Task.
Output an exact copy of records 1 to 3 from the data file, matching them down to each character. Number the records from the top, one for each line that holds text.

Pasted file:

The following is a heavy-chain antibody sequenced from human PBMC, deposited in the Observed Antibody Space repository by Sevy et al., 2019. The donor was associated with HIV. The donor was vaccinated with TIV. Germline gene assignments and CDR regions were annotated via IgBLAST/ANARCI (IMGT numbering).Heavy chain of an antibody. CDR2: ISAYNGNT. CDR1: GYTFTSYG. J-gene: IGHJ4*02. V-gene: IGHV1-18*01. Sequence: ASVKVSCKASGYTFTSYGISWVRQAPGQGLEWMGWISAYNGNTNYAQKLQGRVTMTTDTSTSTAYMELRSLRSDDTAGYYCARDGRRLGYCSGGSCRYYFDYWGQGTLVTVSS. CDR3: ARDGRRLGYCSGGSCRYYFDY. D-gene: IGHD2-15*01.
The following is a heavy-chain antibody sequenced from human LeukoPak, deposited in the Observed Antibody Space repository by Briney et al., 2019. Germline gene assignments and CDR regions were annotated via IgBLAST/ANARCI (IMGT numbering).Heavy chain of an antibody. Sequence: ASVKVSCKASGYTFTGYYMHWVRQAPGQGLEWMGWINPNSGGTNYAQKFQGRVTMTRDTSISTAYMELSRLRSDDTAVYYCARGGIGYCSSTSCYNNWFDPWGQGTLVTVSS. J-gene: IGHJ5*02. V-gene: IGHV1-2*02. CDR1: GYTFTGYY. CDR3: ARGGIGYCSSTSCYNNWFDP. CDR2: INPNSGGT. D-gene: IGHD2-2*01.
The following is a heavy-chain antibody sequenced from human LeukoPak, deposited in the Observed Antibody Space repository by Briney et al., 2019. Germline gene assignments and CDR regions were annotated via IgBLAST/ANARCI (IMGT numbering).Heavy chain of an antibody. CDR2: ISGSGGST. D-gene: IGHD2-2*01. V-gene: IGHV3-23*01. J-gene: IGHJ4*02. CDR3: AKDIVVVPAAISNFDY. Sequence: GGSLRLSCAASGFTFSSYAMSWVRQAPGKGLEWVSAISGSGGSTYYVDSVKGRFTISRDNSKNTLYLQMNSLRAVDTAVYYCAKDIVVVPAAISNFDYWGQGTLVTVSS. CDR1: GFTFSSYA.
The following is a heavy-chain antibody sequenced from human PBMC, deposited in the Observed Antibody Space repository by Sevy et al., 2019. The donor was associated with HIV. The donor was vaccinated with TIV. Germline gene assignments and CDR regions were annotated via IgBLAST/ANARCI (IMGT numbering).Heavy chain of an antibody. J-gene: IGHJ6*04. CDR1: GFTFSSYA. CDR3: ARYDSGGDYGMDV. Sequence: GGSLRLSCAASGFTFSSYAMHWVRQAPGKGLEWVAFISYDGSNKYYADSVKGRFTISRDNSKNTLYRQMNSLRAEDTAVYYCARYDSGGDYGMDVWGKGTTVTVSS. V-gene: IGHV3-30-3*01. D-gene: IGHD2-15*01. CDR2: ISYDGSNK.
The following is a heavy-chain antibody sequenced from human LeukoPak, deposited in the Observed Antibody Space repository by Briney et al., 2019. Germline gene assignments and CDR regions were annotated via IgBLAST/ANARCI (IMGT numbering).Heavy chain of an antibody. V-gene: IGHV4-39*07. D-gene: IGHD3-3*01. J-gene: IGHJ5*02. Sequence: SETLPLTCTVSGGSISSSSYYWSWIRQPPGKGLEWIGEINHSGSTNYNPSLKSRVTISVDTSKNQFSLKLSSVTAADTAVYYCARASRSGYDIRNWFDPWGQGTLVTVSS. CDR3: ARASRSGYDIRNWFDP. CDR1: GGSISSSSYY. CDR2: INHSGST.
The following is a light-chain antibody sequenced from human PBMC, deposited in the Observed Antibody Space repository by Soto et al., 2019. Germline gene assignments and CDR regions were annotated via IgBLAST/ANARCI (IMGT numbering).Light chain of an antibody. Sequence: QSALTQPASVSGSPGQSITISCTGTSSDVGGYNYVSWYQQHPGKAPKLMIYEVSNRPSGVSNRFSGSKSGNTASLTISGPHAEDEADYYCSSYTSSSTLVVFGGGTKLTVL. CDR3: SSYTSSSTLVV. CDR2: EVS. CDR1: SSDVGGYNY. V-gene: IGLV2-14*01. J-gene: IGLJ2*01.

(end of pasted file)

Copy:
The following is a heavy-chain antibody sequenced from human PBMC, deposited in the Observed Antibody Space repository by Sevy et al., 2019. The donor was associated with HIV. The donor was vaccinated with TIV. Germline gene assignments and CDR regions were annotated via IgBLAST/ANARCI (IMGT numbering).Heavy chain of an antibody. CDR2: ISAYNGNT. CDR1: GYTFTSYG. J-gene: IGHJ4*02. V-gene: IGHV1-18*01. Sequence: ASVKVSCKASGYTFTSYGISWVRQAPGQGLEWMGWISAYNGNTNYAQKLQGRVTMTTDTSTSTAYMELRSLRSDDTAGYYCARDGRRLGYCSGGSCRYYFDYWGQGTLVTVSS. CDR3: ARDGRRLGYCSGGSCRYYFDY. D-gene: IGHD2-15*01.
The following is a heavy-chain antibody sequenced from human LeukoPak, deposited in the Observed Antibody Space repository by Briney et al., 2019. Germline gene assignments and CDR regions were annotated via IgBLAST/ANARCI (IMGT numbering).Heavy chain of an antibody. Sequence: ASVKVSCKASGYTFTGYYMHWVRQAPGQGLEWMGWINPNSGGTNYAQKFQGRVTMTRDTSISTAYMELSRLRSDDTAVYYCARGGIGYCSSTSCYNNWFDPWGQGTLVTVSS. J-gene: IGHJ5*02. V-gene: IGHV1-2*02. CDR1: GYTFTGYY. CDR3: ARGGIGYCSSTSCYNNWFDP. CDR2: INPNSGGT. D-gene: IGHD2-2*01.
The following is a heavy-chain antibody sequenced from human LeukoPak, deposited in the Observed Antibody Space repository by Briney et al., 2019. Germline gene assignments and CDR regions were annotated via IgBLAST/ANARCI (IMGT numbering).Heavy chain of an antibody. CDR2: ISGSGGST. D-gene: IGHD2-2*01. V-gene: IGHV3-23*01. J-gene: IGHJ4*02. CDR3: AKDIVVVPAAISNFDY. Sequence: GGSLRLSCAASGFTFSSYAMSWVRQAPGKGLEWVSAISGSGGSTYYVDSVKGRFTISRDNSKNTLYLQMNSLRAVDTAVYYCAKDIVVVPAAISNFDYWGQGTLVTVSS. CDR1: GFTFSSYA.